THIS week the Church Times launches its Green Health Awards. In partnership with the Guild of Health and St Raphael, and the Conservation Foundation, and with the backing of the Church of England, we want to highlight churches that are using their gardens and churchyards to promote well-being.
The awards follow the success of the Church Times Green Church Awards in 2017. This year’s focus is on the increasing number of church projects that use churchyards and gardens to improve the mental and physical health of their communities.
The award scheme is supported by the Mercers’ Company, among others, and is being launched in National Gardening Week, and shortly before Mental Health Awareness Week (14-20 May).
Mental-health problems are now one of the biggest social issues that Church of England clergy encounter, research published earlier this year suggests. A survey of more than 1000 senior clergy found that the proportion reporting that mental health was a “major” or “significant” problem in their area increased from 40 per cent in 2011 to 60 per cent in 2017.
Research collated by the King’s Fund in 2016 suggests that gardening reduces depression, social isolation, anxiety, and stress, and alleviates symptoms of dementia.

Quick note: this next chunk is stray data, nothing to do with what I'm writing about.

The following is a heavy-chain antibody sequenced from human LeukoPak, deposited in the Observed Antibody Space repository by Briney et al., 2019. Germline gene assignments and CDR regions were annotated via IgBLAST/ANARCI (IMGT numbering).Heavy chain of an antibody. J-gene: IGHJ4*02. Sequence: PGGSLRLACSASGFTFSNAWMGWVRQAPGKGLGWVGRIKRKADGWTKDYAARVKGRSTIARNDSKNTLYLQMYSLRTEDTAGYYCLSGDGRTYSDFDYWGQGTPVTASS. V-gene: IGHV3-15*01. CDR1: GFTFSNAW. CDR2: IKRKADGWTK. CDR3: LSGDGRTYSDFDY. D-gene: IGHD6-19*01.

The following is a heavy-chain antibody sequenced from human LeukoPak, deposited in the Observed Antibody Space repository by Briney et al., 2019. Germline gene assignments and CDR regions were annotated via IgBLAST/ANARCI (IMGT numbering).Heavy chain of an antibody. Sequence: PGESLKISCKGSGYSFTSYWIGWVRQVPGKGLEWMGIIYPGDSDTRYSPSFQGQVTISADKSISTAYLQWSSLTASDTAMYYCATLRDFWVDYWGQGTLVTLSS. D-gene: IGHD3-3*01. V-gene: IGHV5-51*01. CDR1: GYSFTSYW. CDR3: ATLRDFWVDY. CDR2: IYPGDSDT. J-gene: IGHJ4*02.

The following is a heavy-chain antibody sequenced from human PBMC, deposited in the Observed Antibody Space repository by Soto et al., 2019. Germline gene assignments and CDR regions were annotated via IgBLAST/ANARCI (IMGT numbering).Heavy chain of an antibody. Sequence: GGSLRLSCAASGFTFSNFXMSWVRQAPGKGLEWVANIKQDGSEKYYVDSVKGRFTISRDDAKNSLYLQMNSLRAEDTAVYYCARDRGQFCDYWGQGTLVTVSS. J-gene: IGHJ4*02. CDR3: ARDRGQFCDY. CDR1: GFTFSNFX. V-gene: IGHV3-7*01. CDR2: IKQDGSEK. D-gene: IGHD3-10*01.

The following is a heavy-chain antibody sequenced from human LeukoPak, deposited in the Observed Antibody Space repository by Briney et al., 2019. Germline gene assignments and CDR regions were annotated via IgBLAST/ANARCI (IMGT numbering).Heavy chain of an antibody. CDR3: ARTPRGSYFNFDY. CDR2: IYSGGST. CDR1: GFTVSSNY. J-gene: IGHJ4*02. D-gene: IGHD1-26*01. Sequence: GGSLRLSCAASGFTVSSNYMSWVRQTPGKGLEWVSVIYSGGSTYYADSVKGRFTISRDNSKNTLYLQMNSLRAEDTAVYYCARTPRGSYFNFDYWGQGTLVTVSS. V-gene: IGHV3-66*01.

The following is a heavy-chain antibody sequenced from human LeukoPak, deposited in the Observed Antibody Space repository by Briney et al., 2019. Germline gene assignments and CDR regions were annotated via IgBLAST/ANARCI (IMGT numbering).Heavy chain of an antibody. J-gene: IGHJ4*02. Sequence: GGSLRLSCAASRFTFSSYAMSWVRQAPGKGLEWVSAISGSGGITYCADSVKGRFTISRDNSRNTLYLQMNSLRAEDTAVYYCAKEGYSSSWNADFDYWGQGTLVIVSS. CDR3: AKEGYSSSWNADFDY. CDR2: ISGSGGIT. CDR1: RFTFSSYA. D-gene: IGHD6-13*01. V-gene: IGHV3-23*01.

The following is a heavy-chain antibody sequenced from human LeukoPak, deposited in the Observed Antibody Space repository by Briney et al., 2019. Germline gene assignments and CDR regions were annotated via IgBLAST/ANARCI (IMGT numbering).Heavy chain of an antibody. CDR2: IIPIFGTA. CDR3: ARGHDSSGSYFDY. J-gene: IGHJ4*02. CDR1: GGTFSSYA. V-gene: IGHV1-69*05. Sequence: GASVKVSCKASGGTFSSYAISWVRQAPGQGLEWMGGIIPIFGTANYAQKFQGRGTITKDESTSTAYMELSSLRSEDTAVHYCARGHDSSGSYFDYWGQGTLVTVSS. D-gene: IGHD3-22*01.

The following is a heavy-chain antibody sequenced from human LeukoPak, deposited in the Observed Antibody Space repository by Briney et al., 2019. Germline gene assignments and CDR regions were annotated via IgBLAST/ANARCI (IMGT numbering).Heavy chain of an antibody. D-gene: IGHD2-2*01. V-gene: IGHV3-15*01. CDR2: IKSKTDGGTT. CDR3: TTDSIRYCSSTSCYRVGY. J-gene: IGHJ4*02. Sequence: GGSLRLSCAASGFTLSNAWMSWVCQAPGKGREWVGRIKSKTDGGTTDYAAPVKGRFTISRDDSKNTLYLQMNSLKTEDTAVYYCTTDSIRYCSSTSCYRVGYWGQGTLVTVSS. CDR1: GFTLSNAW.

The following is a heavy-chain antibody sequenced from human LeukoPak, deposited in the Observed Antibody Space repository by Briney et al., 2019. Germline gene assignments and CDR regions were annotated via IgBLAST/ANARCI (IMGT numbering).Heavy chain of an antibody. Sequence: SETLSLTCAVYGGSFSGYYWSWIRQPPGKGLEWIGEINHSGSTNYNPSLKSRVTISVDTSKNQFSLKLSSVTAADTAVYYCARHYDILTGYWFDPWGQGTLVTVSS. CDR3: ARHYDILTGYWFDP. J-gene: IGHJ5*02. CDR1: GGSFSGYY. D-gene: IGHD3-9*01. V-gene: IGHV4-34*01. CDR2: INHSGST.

The Bishop of Carlisle, the Rt Revd James Newcome, who is the lead bishop on healthcare, said: “These awards support a vital part of the Church’s mission, and can make a real difference to the well-being of those in communities across the country.
“Christians believe that we are called to care as much for the mind and body as we are our spiritual health, and neglect of the mind and body can harm spiritual health.”
One example of a church project is at St Mary the Virgin, Lewisham, which began working with volunteers and patients from Ladywell NHS Mental Health Unit in the church garden some three years ago. The Vicar, the Revd Stephen Hall, said: “We believe there is great therapeutic value in gardening for mental health and well-being.
“St Mary’s Therapeutic Garden has truly become a community project, bringing around 60 volunteers together, with a sense of therapy, healing, and fun for everyone involved.”
To qualify for the awards, projects must promote mental and/or physical well-being, and take place on ground belonging to a Christian church or organisation anywhere in the UK. The awards are fully ecumenical.
Winners will receive their awards during a ceremony at Lambeth Palace on 2 October, as part of the Green Health Live conference (details to be published shortly). Ten projects will be chosen purely on merit, and presented with a certificate, and a set of gardening tools restored in prisons as part of the Conservation Foundation’s Tools Shed project.
The Growing Calm Award, presented by the Mind and Soul Foundation, will focus on gardens that provide meditation, contemplation, and silence. The overall Green Health Awards winner will receive a cash award and the Gardening Against The Odds trophy for a year.
The deadline for applications is 31 July 2018. For more information, and an entry form, visit www.churchtimes.co.uk/green-health-awards.